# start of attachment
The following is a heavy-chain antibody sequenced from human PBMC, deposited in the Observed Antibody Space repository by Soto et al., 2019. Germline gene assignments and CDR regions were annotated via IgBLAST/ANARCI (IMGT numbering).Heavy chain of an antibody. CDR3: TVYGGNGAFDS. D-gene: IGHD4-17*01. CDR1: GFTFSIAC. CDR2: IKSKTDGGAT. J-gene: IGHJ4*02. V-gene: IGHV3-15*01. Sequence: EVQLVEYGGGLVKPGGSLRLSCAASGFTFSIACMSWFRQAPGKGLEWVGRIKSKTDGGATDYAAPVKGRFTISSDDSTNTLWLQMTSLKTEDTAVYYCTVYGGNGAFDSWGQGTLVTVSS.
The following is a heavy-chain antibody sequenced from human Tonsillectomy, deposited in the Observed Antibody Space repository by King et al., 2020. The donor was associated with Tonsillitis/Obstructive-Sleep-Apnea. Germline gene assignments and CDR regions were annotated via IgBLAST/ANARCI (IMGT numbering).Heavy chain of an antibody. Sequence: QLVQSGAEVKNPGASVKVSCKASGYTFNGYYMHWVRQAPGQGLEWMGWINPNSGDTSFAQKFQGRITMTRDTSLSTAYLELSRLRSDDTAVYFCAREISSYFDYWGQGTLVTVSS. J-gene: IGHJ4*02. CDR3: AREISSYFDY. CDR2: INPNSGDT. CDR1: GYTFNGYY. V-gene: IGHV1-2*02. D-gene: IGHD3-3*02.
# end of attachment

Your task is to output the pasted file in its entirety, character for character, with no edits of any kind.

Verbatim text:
The following is a heavy-chain antibody sequenced from human PBMC, deposited in the Observed Antibody Space repository by Soto et al., 2019. Germline gene assignments and CDR regions were annotated via IgBLAST/ANARCI (IMGT numbering).Heavy chain of an antibody. CDR3: TVYGGNGAFDS. D-gene: IGHD4-17*01. CDR1: GFTFSIAC. CDR2: IKSKTDGGAT. J-gene: IGHJ4*02. V-gene: IGHV3-15*01. Sequence: EVQLVEYGGGLVKPGGSLRLSCAASGFTFSIACMSWFRQAPGKGLEWVGRIKSKTDGGATDYAAPVKGRFTISSDDSTNTLWLQMTSLKTEDTAVYYCTVYGGNGAFDSWGQGTLVTVSS.
The following is a heavy-chain antibody sequenced from human Tonsillectomy, deposited in the Observed Antibody Space repository by King et al., 2020. The donor was associated with Tonsillitis/Obstructive-Sleep-Apnea. Germline gene assignments and CDR regions were annotated via IgBLAST/ANARCI (IMGT numbering).Heavy chain of an antibody. Sequence: QLVQSGAEVKNPGASVKVSCKASGYTFNGYYMHWVRQAPGQGLEWMGWINPNSGDTSFAQKFQGRITMTRDTSLSTAYLELSRLRSDDTAVYFCAREISSYFDYWGQGTLVTVSS. J-gene: IGHJ4*02. CDR3: AREISSYFDY. CDR2: INPNSGDT. CDR1: GYTFNGYY. V-gene: IGHV1-2*02. D-gene: IGHD3-3*02.